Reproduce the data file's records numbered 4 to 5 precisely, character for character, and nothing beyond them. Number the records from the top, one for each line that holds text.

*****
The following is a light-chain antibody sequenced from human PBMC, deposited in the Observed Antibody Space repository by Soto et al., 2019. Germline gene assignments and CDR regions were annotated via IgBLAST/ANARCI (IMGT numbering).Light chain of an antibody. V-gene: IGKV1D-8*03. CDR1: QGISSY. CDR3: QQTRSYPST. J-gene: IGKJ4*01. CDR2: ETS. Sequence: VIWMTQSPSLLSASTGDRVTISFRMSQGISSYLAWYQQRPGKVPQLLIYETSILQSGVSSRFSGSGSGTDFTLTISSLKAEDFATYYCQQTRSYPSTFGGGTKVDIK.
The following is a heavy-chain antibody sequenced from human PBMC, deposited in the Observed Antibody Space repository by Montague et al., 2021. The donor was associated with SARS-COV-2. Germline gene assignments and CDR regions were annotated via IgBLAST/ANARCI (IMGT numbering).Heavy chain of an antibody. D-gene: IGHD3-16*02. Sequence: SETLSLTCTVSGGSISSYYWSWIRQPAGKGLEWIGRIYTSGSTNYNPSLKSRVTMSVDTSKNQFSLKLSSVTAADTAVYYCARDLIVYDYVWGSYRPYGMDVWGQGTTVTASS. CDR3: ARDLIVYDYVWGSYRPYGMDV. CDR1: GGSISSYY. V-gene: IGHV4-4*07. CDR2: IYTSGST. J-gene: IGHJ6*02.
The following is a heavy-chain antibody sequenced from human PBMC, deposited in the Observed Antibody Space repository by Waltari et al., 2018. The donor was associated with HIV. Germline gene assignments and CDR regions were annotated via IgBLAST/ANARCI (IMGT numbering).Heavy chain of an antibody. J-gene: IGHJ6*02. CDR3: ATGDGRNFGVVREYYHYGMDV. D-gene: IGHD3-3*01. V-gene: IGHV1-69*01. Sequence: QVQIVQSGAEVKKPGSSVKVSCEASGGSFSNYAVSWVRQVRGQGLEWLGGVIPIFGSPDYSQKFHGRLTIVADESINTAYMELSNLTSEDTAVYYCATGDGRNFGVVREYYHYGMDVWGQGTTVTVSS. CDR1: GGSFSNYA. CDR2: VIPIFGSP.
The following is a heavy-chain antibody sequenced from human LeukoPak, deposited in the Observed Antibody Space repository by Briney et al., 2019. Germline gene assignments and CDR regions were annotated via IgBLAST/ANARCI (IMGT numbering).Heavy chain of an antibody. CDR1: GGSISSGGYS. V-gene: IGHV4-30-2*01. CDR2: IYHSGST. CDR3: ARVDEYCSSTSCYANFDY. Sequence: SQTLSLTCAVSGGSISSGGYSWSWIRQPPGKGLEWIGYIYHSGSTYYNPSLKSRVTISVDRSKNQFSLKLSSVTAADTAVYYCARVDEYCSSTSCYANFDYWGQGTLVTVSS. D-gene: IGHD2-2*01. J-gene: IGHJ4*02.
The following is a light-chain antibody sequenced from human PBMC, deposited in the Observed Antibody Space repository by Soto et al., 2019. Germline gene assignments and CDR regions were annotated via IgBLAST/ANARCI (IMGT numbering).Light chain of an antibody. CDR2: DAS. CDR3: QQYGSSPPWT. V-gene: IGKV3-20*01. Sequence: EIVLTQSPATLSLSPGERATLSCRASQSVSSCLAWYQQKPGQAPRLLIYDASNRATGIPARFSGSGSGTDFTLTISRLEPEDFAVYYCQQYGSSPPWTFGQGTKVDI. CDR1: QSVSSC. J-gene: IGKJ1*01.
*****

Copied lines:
The following is a heavy-chain antibody sequenced from human LeukoPak, deposited in the Observed Antibody Space repository by Briney et al., 2019. Germline gene assignments and CDR regions were annotated via IgBLAST/ANARCI (IMGT numbering).Heavy chain of an antibody. CDR1: GGSISSGGYS. V-gene: IGHV4-30-2*01. CDR2: IYHSGST. CDR3: ARVDEYCSSTSCYANFDY. Sequence: SQTLSLTCAVSGGSISSGGYSWSWIRQPPGKGLEWIGYIYHSGSTYYNPSLKSRVTISVDRSKNQFSLKLSSVTAADTAVYYCARVDEYCSSTSCYANFDYWGQGTLVTVSS. D-gene: IGHD2-2*01. J-gene: IGHJ4*02.
The following is a light-chain antibody sequenced from human PBMC, deposited in the Observed Antibody Space repository by Soto et al., 2019. Germline gene assignments and CDR regions were annotated via IgBLAST/ANARCI (IMGT numbering).Light chain of an antibody. CDR2: DAS. CDR3: QQYGSSPPWT. V-gene: IGKV3-20*01. Sequence: EIVLTQSPATLSLSPGERATLSCRASQSVSSCLAWYQQKPGQAPRLLIYDASNRATGIPARFSGSGSGTDFTLTISRLEPEDFAVYYCQQYGSSPPWTFGQGTKVDI. CDR1: QSVSSC. J-gene: IGKJ1*01.